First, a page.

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live storytelling by loose women, tragic men, heroes, faeries and other everyday people

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“Instead of going to Planned Parenthood, we went to brunch.”

Long before the world revolved around the language of zeros and ones, cable television, Trip Advisor and Twitter, the tradition of storytelling was a primary means of human communication. Storytelling is how mankind records history, passes on knowledge and entertains others. From oral storytelling to cave drawings, the beginnings of the written word and on to sound, moving pictures and the digital age of today, the act of one person telling a story to another is one of the definitive characteristics that sets us apart from all other life forms on Earth.

Of these, the spoken word is the oldest story format. Maybe this is why many people still experience it as the purest, most personal, most instinctive way to share ideas and feelings.

If you were lucky enough to grow up with someone who could spin a good yarn, or you sat around a campfire and listened to ghost stories, or perhaps relished evenings with only a radio show to keep you company, then you know how a well-told story can regale, seduce, devastate, or distract a listener. It can open up worlds.

Those qualities may be what inspired writer George Dawes Green to found The Moth, a storytelling group that he began 12 years ago in New York. The Moth holds regular events in NYC and elsewhere where people can tell their stories, without notes, to a live audience. To date, Moth participants have shared over 3000 stories on topics ranging from personal loss to triumph, from love to hate, from comedy to devastating human drama you can’t make up. People’s dreams, fears and desires are lived out onstage. Sad, happy, funny, tragic, in the space of 5-15 minutes, people bare some part of themselves to curious ears.

In addition to the expanse of themes, it’s the diversity of the storytellers themselves that makes the Moth so compelling. While well-known personalities sometimes grace the stage — including Margaret Cho, Rosie O’Donnell, Candace Bushnell, Janeane Garofalo, Ethan Hawke, Frank McCourt and John Cameron Mitchell — it’s everyday people who have been in prison, or taken a dying spouse on one last motorcycle ride, or dated a hunky fireman despite his intellectual shortcomings, who captivate those of us with a passion for true tales of the human condition.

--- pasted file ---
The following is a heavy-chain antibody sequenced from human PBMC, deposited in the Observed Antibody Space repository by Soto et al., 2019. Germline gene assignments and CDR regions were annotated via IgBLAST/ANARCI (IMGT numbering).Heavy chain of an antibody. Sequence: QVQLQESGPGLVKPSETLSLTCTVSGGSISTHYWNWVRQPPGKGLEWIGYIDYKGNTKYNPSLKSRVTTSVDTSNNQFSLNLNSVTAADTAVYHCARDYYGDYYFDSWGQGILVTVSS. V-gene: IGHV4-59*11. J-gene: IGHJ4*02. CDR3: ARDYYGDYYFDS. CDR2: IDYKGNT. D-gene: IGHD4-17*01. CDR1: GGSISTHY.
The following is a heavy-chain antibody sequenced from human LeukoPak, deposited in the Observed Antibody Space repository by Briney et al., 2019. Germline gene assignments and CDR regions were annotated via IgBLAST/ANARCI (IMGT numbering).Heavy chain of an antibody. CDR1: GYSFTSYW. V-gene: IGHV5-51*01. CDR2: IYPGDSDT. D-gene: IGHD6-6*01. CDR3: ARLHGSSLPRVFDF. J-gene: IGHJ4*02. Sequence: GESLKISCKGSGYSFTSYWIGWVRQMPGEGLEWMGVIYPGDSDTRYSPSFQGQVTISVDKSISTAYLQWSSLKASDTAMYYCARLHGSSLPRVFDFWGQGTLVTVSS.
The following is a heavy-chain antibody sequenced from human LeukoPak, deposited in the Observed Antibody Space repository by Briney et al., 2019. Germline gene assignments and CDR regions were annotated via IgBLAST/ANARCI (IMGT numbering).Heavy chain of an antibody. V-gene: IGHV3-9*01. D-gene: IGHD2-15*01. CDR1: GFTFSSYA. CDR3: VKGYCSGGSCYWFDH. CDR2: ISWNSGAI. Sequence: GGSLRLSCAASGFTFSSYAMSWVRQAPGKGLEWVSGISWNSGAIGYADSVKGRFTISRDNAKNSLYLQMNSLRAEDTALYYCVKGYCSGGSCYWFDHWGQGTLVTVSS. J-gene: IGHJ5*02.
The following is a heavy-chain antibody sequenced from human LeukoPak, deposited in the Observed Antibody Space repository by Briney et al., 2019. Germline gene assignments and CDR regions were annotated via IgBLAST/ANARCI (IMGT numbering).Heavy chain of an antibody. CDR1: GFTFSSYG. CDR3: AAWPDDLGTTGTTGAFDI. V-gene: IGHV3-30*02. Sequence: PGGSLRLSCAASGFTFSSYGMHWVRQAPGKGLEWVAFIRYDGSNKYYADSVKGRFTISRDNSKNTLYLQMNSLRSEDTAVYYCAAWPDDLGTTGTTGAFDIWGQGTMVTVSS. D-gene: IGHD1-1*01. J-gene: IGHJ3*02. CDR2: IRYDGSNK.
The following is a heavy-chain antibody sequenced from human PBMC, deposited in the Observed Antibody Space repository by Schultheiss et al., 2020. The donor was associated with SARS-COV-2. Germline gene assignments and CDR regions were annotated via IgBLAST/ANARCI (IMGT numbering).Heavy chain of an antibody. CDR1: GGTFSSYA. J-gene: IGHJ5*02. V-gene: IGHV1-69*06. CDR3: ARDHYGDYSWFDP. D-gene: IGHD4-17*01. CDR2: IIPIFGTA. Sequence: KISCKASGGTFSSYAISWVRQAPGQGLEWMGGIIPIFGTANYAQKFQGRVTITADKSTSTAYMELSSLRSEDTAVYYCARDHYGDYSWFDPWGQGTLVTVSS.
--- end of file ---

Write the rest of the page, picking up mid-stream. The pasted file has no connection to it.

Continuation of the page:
In one moving and well-told recent performance, writer Susan Duncan tells a story about dealing with her aging mother with whom she was always in conflict her entire life. The story starts out:

I’m going to tell you a story about my mother. It’s very hard to stand up to your parents … It took me until I was 49 to stand up to her.

I had just had a breast removed, and my lover had dumped me, and I told her this. She knew about the breast, but she never knew about the lover because he was fairly inappropriate. And she looked at me and said, “Well, men don’t like mutilation.”

Duncan holds her audience in rapt attention as she unravels, and comes to terms with, the nature of that relationship and what lies beneath the surface.

There are several ways to experience the Moth even if you can’t get to New York or to one of their traveling events. They produce collections of the show on CD which are for sale. You can also listen to a selection of shows for free on TheMoth.org or subscribe to their weekly podcast on iTunes (the aforementioned story by Susan Duncan is on iTunes; highly recommended).

There are a few videos posted by storytellers on YouTube, including the two below. In the first sample, And I Am Not Lying blogger Jeff Simmermon recounts the unusual circumstances that led to his kissing — instead of killing — a dude.

The second is from comedian Matteson Perry who won the Moth’s storytelling Grand Slam this month for his account of how he unhelpfully offers to “lend a hand” to his girlfriend after a condom is no longer on his person after making love (gee, wonder where it could be?) and deals with the threat of pregnancy.

The Moth is an antidote to the information age which floods our brains everyday. Email and 24-hour news cycles and the sheer volume of data that each of us processes is mind boggling if not ADD-inducing. You can slow it down if you want to. Take a break from the news feed on Facebook and the ticker at the bottom of the TV.

If you like a good story, get in touch with your inner Scheherazade and rediscover the magic.

The Moth

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